News just reached me that we have lost a dear colleague and one of the people responsible for introducing the world of linguistics to African ideophones: George Tucker Childs, 1948-2021.
Tucker was a cheerful presence in the field of African linguistics and a towering figure in the subfield that he and I had in common, ideophone studies. His groundbreaking PhD dissertation on Kisi in 1988 was chock-full of these sparkling words evocative of sensory imagery, and the topic would never lose his interest. He was one of the pioneers of the sociolinguistic study of ideophones and his 1994 review of African ideophones remains one of the most cited chapters of a famed volume on Sound Symbolism. One of his last academic publications was a chapter in the 2019 proceedings of an international workshop on ideophones in which he, characteristically, combined acute fieldwork-based observations with perceptive questions for future research.
We met several times over the years and corresponded quite a bit, sometimes about new work, sometimes about the future of African linguistics and how to ensure better representation of its diversity. “This is an issue I wrestle with all the time, how best to encourage young [authors], especially African, to submit”, he wrote to me in his capacity as the editor of one of the specialist journals in the field. In Tucker we have lost an adventurous colleague driven by a sense of wonder and by a passion for the documentation and revitalization of endangered languages.
Tucker’s emails often started with a salutation that included a description of his location and the weather conditions — which, when they came from Portland, often meant rain. I enclose a rendition by artist Joanna Taylor of an evocative Kisi ideophone that appears in Tucker’s PhD thesis: bíààà ‘the sound of rain, softly falling’. Words are a poor substitute for human contact, but I wish his loved ones the serenity evoked by the sound of nourishing rain.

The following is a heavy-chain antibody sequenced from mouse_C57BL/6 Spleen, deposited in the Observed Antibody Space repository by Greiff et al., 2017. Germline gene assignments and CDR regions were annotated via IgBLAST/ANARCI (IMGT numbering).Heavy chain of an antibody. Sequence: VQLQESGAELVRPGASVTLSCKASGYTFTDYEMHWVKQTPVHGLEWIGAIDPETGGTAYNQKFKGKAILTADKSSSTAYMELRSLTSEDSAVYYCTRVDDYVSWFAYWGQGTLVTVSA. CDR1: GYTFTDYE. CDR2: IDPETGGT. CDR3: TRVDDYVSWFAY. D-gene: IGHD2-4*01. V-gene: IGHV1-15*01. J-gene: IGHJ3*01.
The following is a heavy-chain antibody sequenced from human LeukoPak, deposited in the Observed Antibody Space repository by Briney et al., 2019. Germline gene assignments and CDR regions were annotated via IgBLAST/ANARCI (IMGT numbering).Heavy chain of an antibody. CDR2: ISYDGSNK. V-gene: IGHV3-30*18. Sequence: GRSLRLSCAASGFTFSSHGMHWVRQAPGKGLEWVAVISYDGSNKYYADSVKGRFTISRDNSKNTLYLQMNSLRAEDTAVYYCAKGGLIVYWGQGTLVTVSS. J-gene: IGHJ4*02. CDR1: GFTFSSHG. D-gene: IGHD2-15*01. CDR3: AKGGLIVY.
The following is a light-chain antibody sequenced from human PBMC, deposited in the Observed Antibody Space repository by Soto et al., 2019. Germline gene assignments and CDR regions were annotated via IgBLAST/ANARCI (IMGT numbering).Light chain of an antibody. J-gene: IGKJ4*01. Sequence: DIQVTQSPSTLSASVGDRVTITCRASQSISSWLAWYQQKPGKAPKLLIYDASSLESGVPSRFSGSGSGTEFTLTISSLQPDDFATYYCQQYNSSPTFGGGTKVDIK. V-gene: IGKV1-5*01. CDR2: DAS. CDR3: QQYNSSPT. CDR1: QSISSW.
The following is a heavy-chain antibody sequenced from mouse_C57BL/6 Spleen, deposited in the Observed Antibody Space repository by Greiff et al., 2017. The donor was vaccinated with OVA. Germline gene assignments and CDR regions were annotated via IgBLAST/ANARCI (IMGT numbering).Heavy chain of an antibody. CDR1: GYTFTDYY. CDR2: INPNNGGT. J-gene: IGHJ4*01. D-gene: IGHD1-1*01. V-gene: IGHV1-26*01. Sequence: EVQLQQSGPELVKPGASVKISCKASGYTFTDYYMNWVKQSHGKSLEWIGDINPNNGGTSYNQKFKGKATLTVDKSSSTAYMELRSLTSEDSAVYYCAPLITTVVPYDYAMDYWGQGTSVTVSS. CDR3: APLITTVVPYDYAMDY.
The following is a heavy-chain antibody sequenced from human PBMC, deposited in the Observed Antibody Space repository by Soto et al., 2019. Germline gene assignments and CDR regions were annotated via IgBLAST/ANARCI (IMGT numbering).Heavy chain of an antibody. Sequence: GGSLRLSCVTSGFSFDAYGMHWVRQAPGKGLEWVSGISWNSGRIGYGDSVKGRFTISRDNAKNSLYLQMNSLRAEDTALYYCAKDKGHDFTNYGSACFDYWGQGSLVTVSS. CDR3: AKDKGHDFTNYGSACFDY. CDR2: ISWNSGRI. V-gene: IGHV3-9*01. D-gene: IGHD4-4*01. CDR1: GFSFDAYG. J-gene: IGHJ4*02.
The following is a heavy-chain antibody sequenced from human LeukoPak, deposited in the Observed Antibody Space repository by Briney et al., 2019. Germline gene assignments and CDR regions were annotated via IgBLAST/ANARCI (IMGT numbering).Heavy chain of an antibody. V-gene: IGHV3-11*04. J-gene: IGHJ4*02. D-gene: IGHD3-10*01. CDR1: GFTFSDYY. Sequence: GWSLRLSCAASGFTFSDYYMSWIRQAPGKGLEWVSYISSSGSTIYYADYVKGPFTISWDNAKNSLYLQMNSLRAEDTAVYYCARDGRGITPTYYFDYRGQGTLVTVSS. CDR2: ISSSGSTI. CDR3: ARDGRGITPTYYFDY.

Note: If you want to write your condolences or share your memories of Tucker, his family set up a special website here.
Bibliography of Tucker Child’s ideophone-related publications (see Google Scholar)
- Childs, G. Tucker. 1988a. The phonology and morphology of Kisi. University of California, Berkeley. (PhD dissertation.)
- Childs, G. Tucker. 1988b. The phonology of Kisi ideophones. Journal of African Languages and Linguistics 10(2). 165–190. (doi:10.1515/jall.19184.108.40.206)
- Childs, G. Tucker. 1989. Where do ideophones come from? Studies in the Linguistic Sciences 19(2). 55–76.
- Childs, G. Tucker. 1994a. African Ideophones. In Hinton, Leanne & Nichols, Johanna & Ohala, John J. (eds.), Sound Symbolism, 178–204. Cambridge: Cambridge University Press.
- Childs, G. Tucker. 1994b. Expressiveness in contact situations: the fate of African ideophones. Journal of Pidgin and Creole languages 9(2). 257–282.
- Childs, G. Tucker. 1996. Where have all the ideophones gone? The death of a word category in Zulu. Toronto Working Papers in Linguistics 15. 81–103.
- Childs, G. Tucker. 2001. Research on Ideophones, Whither Hence? The Need for a Social Theory of Ideophones. In Voeltz, F. K. Erhard & Kilian-Hatz, Christa (eds.), Ideophones, 63–73. Amsterdam: John Benjamins.
- Childs, G. Tucker. 2003. An Introduction to African Languages. Amsterdam: John Benjamins.
- Childs, G. Tucker. 2014. Constraints on violating constraints: How languages reconcile the twin dicta of “Be different” and “Be recognizably language.” Pragmatics and Society 5(3). 341–354. (doi:10.1075/ps.5.3.02chi)
- Childs, G. Tucker. 2018. Forty-plus years before the mast: My experiences as a field linguist. In Sarvasy, Hannah & Forker, Diana (eds.), Word Hunters: Field linguists on fieldwork. John Benjamins Publishing Company.
- Childs, G. Tucker. 2019. Ideophones as a measure of multilingualism. In Akita, Kimi & Pardeshi, Prashant (eds.), Iconicity in Language and Literature, vol. 16, 303–322. Amsterdam: John Benjamins Publishing Company. (doi:10.1075/ill.16.13tuc)